Chad is a bit of a rebel artist. He doesn’t have the obligatory artist’s blog, he doesn’t have a Facebook fan page (at least that I could find), and he makes it practically impossible to navigate his website. In fact, it took a good bit of online sleuthing just to track down his last name. For years he even refused to sign his paintings for fear of being seen as egocentric. It wasn’t until he was about to lose a sale, that a particularly adamant customer finally convinced him to sign one of his painting. So he did…. but he signed it upside down.
So what exactly do we do with an artist who refuses to play by the rules? Well if that artist happens to be as talented as Chad “maybe-his-last-name” Swanson, you might make an exception. Fortunately it turns out that Chad happens to be a really nice guy. I met Chad on Twitter awhile ago and I have been a big fan of his work ever since. One thing you have to understand is that with Chad it’s always more about the work than the artist behind the work. He refuses to conform to either the image of being an “artist” or to the expectations of his audience. He recognizes the fact that “good marketing is giving the customer what they want,” but also admits that “giving customers what they want can be boring”. He refuses to be boxed in by anyone including himself.
If you visit Chad’s website “Lonely Colours” you might understandably think that Chad is an artist who specializes in these magnificent rock paintings. The unique symbolism and construction of these stone art pieces is extraordinary, but what you don’t realize is that there is another side to Chad the “rock” artist that he is not showing you (due to the fact there are no links on his website). This is Chad the surrealist with a few touches of cubism, public sculpture, and abstract work thrown in for good measure. Why he has decided to bury all of this amazing artwork behind the byzantine-like structure of his website, I have no idea. Maybe I wasn’t supposed to find them, I don’t know — but I do know that it would have been a shame to not have discovered them.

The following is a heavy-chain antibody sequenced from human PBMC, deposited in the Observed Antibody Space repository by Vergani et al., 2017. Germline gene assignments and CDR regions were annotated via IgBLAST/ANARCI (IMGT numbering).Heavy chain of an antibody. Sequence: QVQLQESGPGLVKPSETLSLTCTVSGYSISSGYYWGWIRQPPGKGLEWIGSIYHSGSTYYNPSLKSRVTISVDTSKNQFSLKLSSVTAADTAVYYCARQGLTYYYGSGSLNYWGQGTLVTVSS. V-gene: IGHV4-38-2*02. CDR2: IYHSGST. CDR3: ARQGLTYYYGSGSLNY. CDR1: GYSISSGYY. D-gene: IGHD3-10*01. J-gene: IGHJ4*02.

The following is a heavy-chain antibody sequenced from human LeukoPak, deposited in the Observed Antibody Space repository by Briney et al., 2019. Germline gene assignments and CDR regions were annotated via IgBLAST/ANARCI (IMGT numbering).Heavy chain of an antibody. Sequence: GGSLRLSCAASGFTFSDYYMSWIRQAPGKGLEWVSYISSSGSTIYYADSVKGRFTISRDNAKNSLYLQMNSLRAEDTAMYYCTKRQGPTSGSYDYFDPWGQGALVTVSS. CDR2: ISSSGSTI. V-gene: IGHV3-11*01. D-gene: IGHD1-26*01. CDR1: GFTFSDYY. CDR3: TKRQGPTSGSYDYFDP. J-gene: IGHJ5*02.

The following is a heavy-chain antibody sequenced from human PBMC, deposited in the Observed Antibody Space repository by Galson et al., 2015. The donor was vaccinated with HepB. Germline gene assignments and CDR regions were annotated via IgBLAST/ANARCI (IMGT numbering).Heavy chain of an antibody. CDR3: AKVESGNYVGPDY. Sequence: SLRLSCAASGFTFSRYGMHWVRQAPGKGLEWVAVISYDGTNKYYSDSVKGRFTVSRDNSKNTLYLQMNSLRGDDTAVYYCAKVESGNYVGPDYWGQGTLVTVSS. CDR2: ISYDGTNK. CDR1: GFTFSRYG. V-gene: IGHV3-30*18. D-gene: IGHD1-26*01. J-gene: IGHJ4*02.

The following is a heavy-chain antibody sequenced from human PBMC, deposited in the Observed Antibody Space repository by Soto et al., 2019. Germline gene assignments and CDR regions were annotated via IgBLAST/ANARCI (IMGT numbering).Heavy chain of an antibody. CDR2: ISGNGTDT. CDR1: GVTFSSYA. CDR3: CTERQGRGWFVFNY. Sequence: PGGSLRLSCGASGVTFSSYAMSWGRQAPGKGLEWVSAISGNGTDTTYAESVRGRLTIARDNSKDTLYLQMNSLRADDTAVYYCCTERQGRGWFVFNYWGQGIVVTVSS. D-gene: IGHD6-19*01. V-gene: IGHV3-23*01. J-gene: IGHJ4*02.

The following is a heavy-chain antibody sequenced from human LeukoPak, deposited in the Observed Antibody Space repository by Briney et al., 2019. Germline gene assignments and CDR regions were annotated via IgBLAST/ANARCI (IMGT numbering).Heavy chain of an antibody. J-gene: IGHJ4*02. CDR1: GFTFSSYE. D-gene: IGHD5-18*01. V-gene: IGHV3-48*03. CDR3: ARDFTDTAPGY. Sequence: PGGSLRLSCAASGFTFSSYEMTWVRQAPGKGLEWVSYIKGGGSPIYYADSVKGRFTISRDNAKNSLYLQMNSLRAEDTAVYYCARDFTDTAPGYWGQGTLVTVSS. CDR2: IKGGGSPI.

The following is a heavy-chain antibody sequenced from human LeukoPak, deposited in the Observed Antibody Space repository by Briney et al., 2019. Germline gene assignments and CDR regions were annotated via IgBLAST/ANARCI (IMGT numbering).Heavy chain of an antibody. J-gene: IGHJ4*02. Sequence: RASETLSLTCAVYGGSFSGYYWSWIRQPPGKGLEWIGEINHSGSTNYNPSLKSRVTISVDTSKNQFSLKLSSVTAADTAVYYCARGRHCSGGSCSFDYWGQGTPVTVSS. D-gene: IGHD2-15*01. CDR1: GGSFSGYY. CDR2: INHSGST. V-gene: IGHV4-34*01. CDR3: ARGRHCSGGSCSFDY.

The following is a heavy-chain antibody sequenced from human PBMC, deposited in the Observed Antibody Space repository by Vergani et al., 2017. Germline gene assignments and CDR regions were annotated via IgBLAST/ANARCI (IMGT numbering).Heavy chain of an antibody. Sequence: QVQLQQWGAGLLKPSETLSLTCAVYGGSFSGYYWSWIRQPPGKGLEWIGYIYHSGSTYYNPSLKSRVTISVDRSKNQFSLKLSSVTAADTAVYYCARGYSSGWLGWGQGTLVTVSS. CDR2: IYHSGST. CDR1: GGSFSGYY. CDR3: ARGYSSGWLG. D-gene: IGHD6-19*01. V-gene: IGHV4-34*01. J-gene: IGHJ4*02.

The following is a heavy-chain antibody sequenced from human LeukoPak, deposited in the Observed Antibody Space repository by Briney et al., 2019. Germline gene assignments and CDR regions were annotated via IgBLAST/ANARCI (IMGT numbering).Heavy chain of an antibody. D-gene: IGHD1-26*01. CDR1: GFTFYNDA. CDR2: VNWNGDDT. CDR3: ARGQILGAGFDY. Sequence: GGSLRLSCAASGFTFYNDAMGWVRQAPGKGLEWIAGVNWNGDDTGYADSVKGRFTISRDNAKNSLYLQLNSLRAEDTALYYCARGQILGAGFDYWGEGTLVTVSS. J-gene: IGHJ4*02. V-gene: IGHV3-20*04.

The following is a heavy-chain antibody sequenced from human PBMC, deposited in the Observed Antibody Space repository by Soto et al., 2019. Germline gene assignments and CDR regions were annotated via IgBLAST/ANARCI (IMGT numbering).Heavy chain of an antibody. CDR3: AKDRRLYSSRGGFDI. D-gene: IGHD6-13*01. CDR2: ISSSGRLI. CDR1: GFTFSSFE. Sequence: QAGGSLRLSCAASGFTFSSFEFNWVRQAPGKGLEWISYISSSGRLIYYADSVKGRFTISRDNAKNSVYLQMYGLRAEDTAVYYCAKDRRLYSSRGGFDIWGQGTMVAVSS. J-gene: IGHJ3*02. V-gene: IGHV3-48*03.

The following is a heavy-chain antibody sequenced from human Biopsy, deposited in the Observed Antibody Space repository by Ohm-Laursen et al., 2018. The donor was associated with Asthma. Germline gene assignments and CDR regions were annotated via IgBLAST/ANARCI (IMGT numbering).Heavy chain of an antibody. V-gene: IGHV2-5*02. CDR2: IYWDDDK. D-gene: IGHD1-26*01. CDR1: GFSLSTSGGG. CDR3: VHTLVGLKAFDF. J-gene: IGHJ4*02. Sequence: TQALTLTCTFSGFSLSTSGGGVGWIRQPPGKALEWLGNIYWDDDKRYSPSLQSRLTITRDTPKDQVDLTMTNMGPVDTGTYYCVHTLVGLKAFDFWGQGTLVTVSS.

Again, with all of his creative rebelliousness, you might think that Chad was some type of artistic recluse or a cranky curmudgeon that people would generally avoid — but as I said before, it turns out that Chad is a heck of a nice guy and incredibly supportive of other artists. If you stop by to visit him on Twitter, he is one of those rare artists who is actually willing to have a conversation with you. He’s not just shilling his latest artwork or trying to get you to read his latest blog post, he’s genuinely interested in the art world and the worldwide creative community. He reads your tweets, he stops by your blog and he leaves a comment or two. Instead of asking for something, he is always the first one giving back. So even though he may sometimes refuse to play by the rules, Chad is not only a very talented artist, but he is an exceptional human being as well which is why he is an artist we will definitely be watching (and continuing to search for) in 2013.
I really hope that you’ve enjoyed getting to know these 21 talented artists a little better. Even though every year I regret having to leave out so many deserving artists, it is an honor and a privilege to be able to share these extraordinary individuals with you. Thank you again for being a part of our Skinny Artist community